A law is a piece of legislation used to create policy in order to carry out the principles of the Constitution. It is crafted and passed by the Congress and approved by the President. It can only be repealed by a similar act of Congress.
An administrative order is not a law. In the Philippine Administrative Code of 1987, Book III, administrative orders are just “acts of the President which relate to particular aspects of governmental operations in pursuance of his duties as administrative head.”
Besides this, that the PCA-registered tribunal was tentative on the UNCLOS bar against regime of islands in the Spratlys, and feckless on sovereignty issue when it came to Scarborough Shoal. On the other hand, on the issue of the nine-dash line, geopolitical karaokists have used it hook, line and sinker to demonize China’s claims.
With a glasshouse built on foundations of sand, Philippine Ambassador to the United States Ambassador Jose Manuel “Babe” Romualdez has recently announced over ABC-CBN News Channel that joint patrols in the disputed South China Sea, among the Philippines and its allies, could begin “very soon”.
Hinting on earlier than the third quarter of the year as timeline, what and where are these joint patrols going to be, except mostly in areas that are already claimed by China as part of its territorial seas?
But without updated baselines, at best our coast guard is lost at sea!
Knowing that the South China Seas, especially those close to the Ayungin Shoal is already contentious waters, our coast guard ships’ forays in the area with local and foreign media groups in tow, is already begging for an accident to happen to spark a hot war.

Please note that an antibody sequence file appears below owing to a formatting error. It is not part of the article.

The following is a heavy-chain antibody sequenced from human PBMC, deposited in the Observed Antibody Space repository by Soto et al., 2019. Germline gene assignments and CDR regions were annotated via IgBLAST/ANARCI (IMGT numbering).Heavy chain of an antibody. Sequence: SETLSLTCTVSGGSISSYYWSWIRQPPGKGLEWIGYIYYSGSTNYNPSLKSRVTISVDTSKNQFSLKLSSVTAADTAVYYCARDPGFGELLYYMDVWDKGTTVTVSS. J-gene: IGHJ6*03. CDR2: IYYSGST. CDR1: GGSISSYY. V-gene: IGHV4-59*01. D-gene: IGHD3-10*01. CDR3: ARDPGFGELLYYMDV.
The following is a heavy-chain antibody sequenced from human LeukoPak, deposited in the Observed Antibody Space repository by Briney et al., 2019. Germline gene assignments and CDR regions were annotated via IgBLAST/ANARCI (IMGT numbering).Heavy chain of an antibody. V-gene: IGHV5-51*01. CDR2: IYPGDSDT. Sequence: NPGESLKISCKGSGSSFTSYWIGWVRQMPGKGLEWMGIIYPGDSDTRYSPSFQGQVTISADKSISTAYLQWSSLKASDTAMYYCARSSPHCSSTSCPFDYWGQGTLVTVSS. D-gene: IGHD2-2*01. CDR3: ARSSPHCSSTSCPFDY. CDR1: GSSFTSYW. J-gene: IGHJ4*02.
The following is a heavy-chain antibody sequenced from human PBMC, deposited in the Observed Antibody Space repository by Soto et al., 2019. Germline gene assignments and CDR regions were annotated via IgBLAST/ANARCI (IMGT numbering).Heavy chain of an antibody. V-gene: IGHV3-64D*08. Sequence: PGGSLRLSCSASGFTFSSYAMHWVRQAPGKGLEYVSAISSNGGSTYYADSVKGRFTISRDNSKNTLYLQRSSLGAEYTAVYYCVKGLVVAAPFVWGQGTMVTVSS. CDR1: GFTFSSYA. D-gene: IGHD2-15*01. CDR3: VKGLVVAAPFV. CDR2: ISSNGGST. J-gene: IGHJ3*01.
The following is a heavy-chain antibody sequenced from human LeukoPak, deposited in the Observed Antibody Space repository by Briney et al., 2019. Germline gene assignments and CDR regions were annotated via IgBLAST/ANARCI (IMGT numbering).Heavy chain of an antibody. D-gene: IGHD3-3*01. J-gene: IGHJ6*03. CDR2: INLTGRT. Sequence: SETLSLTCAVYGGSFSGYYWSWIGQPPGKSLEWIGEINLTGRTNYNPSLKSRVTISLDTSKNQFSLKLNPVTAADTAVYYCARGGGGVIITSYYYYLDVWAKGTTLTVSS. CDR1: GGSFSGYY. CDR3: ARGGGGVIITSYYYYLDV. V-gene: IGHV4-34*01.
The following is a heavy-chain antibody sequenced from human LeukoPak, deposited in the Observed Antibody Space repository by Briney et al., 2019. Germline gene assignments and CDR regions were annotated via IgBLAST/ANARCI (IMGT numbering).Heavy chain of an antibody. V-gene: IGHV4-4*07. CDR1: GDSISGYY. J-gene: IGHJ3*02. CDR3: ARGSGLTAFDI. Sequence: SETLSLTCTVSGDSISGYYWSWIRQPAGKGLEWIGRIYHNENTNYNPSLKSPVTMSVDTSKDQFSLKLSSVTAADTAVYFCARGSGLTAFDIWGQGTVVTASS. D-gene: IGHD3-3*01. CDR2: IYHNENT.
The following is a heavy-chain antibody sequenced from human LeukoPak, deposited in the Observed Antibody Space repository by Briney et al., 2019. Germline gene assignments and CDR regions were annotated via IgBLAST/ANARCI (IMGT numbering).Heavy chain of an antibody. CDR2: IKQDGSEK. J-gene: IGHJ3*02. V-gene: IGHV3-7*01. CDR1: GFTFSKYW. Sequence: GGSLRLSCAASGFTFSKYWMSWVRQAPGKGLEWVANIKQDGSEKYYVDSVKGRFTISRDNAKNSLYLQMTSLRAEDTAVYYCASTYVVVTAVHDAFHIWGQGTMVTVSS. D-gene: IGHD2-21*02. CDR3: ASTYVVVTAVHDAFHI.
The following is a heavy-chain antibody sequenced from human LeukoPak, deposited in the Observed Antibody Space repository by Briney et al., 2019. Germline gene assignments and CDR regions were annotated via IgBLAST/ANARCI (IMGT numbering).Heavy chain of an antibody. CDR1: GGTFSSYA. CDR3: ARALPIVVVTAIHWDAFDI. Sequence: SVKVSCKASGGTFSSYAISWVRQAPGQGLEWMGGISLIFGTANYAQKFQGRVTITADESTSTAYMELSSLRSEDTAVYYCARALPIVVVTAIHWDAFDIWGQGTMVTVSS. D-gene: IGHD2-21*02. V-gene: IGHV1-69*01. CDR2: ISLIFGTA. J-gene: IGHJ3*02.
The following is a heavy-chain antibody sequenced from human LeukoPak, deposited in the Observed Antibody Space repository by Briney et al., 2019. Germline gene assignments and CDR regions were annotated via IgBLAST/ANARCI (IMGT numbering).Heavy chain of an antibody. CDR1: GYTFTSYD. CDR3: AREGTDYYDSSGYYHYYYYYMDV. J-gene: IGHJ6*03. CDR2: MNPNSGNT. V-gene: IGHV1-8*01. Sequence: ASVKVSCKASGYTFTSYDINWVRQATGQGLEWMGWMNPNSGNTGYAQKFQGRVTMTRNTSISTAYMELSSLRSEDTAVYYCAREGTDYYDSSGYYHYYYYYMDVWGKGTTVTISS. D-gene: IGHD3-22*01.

Before President Marcos Jr. ended his working visit to Washington, US Defense Secretary Lloyd Austin reiterated Washington’s ironclad commitment to the defense of the Philippines, adding that the two nations’ Mutual Defense Treaty applies to armed attacks against the Philippines’ armed forces, coast guard vessels, public vessels, or aircraft in the Pacific, including anywhere in the South China Sea.
Can you now see how the war the United States is planning against China will not be in Taiwan but through the Philippines?
Austin’s parting shot to Marcos Junior was: “We have your back…!”
Or did he mean, “We got you back, man”. That is to say “We got you by the balls, man!”
To be continued. Part Three shows how good the United States in keeping its word, with Ukraine and Volodomyr Zelensky as case study.
Adolfo Quizon Paglinawan is a former Philippine diplomat assigned to Washington DC and the United Nations in New York. Currently he is a broadcast journalist and the vice president of AsianCenturyph.com, and has written extensively about Philippine-China relations. He has authored three books – Prices include free delivery in the Philippines . (2015) A Problem for Every Solution (P899) , (2020) No Vaccine for Virus Called Racism (P799), and (2022) The Poverty of Power (P999) Text 0917-3364366 to order.
Contact: firstname.lastname@example.org | FB@AdoPaglinawan